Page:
Recession-Proof Your Business

Posted on: July 15th, 2019

Running a successful business through the ups and downs of changing market conditions is a sign that you’re doing something right. But do you have what it takes to thrive during an economic downturn or recession?

According to the Duke University/CFO Global Business Outlook, nearly half of U.S. chief financial officers believe the nation’s economy will enter a recession in 2019, and 82 percent expect it will happen by 2020.* The CFOs surveyed said that signs such as declining revenues and margins, decreased capital spending, excess capacity and anxious investors could point to uncertainty ahead.

After a decade of record-breaking economic expansion, going through a period of slower economic growth is almost inevitable. Indicators such as a flattening yield curve (when the gap between long-term and short-term interest rates narrows), market volatility and other factors could point to an economic dip, downturn or full-on recession.

Create Your Contingency Plan

What happens next is anyone’s guess, and it’s wise to be prepared for a range of economic scenarios. Consider the following tips for managing your business in changing economic conditions:

  1. Identify your strengths. Focus on what you do best and how you can leverage those capabilities in a difficult economy. During lean times, it’s important to deliver on what makes you indispensable to customers — whether that’s cost, quality, turnaround time, convenience or something else.
  2. Be ready to downsize. Review costs and look for opportunities to streamline operations. For example:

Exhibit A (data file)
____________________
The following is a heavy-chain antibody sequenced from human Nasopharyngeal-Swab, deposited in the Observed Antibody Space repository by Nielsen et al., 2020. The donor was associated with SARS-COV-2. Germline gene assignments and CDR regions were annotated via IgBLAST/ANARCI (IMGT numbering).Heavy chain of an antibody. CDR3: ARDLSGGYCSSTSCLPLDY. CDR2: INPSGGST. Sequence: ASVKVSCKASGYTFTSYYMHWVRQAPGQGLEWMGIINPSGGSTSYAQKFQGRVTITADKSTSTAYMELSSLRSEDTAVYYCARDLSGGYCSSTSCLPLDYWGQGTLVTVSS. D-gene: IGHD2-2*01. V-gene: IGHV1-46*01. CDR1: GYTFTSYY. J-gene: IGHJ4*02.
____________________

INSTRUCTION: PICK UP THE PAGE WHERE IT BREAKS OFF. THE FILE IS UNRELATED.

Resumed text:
• Downsize inventory rather than storing or warehousing needless overstock.
    • Renegotiate contracts with vendors at lower prices.
    • Examine the success of your marketing/advertising efforts. Focus on what gets results and spend marketing dollars accordingly.
    • Limit business travel and conduct meetings via video conference.
  3. Keep your best customers. Instead of scaling back on products or services across the board, shift resources to retain high-margin customers. Use discounts strategically to reward your most loyal customers.
  4. Ramp up service. Providing an extra level of service or convenience is a relatively low-cost way to get a competitive edge. Ideas for going the extra mile:
    • Offer refreshments for customers as they shop or wait.
    • Extended or weekend hours/availability.
    • Delivery or drive-thru convenience.
  5. Invest in employees. Having a strong team in place is critical during challenging times. Reward productivity with low-cost incentives such as flex time or extra vacation.
  6. Plan ahead for financing needs. Don’t wait until you’re in a cash crunch — plan your safety net now. In addition to maintaining a comfortable balance of liquid assets, consider borrowing options designed to streamline your cash flow. Business loan products and credit lines can provide the flexibility your business needs to keep growing.

*Source: Duke University CFO Survey 2018.